Rebranding Ourselves: Conception

A rebranding project is never to be taken lightly. Let’s explore the reasoning and process behind our new look, the benefits and risks that have been involved and how these same principles apply to your business.

An established business does not have the luxury of a clean slate. Changing our public image must be made at an appropriate time and only when the benefits outweigh the risks. Losing established brand recognition or alienating existing customers is a possibility but there is also great opportunity to strengthen, focus and clarify the message that our business is trying to convey. We’ve chosen our 75th anniversary as time to re-evaluate our purpose and how we wish to represent ourselves.

Project Goals:

  • Communicate our strong focus on design, quality and service
  • Increase legibility and brand recognition
  • Create a unified system of design that can be implemented across all mediums
  • Celebrate our long family heritage

Looking Back:

Some of the characteristics of our new identity system have been inspired by past logos.


Since lettering is such a significant part of what signs are all about we’ve chosen to isolate the lettering from the previously implemented logo illustration (2000’s above) which has greatly improved legibility. Creating a custom brush script is not only dynamic choice but subtlely references our history and design focus while the clean presentation keeps us from appearing old-fashioned. The distinctive “S” and circle dotted “I” find their origin in the hand lettered logo of the 1950’s. This style was mimicked in the 2000’s and has been further refined in our new logo.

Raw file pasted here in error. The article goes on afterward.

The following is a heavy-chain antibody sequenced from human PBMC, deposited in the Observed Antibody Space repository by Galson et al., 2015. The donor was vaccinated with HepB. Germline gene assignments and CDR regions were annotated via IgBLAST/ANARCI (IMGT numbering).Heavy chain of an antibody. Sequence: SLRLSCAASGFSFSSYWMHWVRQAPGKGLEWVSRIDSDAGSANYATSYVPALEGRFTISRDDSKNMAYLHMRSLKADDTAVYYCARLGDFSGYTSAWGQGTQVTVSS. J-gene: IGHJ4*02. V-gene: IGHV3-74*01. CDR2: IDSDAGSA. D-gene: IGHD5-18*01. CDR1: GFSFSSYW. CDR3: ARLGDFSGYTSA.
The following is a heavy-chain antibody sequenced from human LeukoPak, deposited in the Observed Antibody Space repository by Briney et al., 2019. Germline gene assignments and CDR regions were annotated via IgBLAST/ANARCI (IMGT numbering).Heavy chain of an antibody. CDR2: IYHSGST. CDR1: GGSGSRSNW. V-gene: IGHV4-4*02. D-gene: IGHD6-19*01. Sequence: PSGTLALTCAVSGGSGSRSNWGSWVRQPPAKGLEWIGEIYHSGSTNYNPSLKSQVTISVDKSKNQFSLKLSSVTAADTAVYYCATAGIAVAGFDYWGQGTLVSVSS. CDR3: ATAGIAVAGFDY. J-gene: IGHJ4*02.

The Process:

Once the stylistic direction has been chosen a pencil sketch is made and scanned. The scanned artwork is traced into vector outlines by hand and tweaked until the form is complete. It is not until this stage is complete that colour is incorporated. The reason for this is that the form of the logo should be strong enough to work without colour in mediums where colour is not possible such as one colour decals or engraving.



Once a logo is finished it will need to fit in all sorts of places and be readable at a huge range of sizes. Logos with an outside proportion of 1:1 (width x height) through to 4:1 seem to fit better in most circumstances from envelope labels to website headers to truck doors. Our new logo has a ratio of 4:1.


In order for colour to be an effective tool for brand recognition it must be consistent. We’ve chosen colours that have become associated with our brand over time. Even with many changes over the years our trucks and building have remained predominantly red. We’ve selected a pallet of spot colours which we can refer to and use in all future promotional applications.

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Two typefaces were selected to compliment the style of our hand lettered logo. We’ve chosen sans-serif typefaces that have a large x-height and some variation in weight and style. These are very easy to read as headings and have a look of playfulness which is an important part of our business culture that we want to communicate.



Much of our brand recognition is embodied in our mascot “Juki” and we haven’t left him behind. He’s been separated from the logo and now serves as a friendly ambassador proudly displaying the years of our operation. When re-sketching Juki we were sure to maintain his memorable cues such as stance, colouring and (of course) hairstyle. His face is much more distinct with larger eyes and smile and he’s been drawn to better fill a 1:1 square shape.

JukiStackNow that you’ve seen us develop a new visual identity system, join us for part two and see how these ideas are applied in real life applications. The fun is just getting started!

Part 2: Rebranding Ourselves: Application